- How many people did the study look at?
- Did the research look at children or adults?
- In what context did the research take place, and is this comparable to your context?
- Did the study take place in a controlled laboratory setting or in a real classroom?
- What do other researchers say about it?
- How old is the study? If the research is very recent, there may not have been time for other researchers to replicate the findings or to evaluate it.
TaskReviewing researchImagine that you have just been presented with the following research report, for example in a staff development session or briefing email:
- Vignoles et al. (2015) Mathematics Mastery: Primary evaluation report. Education Endowment Foundation.Using the information provided in the executive summary of the report (available on the webpage linked above), compare the research context to your own context. Pick one or two of the questions we introduced above the task to answer, and post your thoughts below.What further questions might you need to explore when thinking about applying that research to your own teaching context?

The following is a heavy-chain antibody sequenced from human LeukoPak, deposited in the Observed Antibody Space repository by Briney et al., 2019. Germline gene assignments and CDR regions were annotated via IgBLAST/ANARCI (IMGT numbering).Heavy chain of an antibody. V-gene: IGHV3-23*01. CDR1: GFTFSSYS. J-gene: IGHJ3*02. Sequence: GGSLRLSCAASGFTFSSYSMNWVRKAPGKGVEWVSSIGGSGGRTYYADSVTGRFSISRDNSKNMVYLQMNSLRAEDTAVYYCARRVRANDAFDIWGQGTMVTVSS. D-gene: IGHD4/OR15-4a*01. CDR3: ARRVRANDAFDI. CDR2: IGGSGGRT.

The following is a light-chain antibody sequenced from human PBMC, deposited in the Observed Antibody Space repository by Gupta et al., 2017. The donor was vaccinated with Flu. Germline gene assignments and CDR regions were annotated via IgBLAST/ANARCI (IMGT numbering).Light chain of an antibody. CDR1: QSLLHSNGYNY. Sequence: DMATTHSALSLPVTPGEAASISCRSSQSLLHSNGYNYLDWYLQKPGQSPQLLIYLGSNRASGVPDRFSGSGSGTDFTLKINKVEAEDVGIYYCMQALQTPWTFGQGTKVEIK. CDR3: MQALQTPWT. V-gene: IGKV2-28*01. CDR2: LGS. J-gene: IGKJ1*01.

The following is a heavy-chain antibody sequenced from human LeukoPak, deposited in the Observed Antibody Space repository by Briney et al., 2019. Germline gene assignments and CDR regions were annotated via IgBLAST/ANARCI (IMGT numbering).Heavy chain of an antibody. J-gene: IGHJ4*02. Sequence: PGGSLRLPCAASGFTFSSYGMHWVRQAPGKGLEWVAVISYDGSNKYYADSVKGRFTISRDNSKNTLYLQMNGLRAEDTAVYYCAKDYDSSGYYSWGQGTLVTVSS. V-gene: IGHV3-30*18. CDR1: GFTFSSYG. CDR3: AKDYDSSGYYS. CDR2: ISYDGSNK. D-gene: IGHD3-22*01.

The Science of Learning
Our purpose is to transform access to education.
We offer a diverse selection of courses from leading universities and cultural institutions from around the world. These are delivered one step at a time, and are accessible on mobile, tablet and desktop, so you can fit learning around your life.
We believe learning should be an enjoyable, social experience, so our courses offer the opportunity to discuss what you’re learning with others as you go, helping you make fresh discoveries and form new ideas.
You can unlock new opportunities with unlimited access to hundreds of online short courses for a year by subscribing to our Unlimited package. Build your knowledge with top universities and organisations.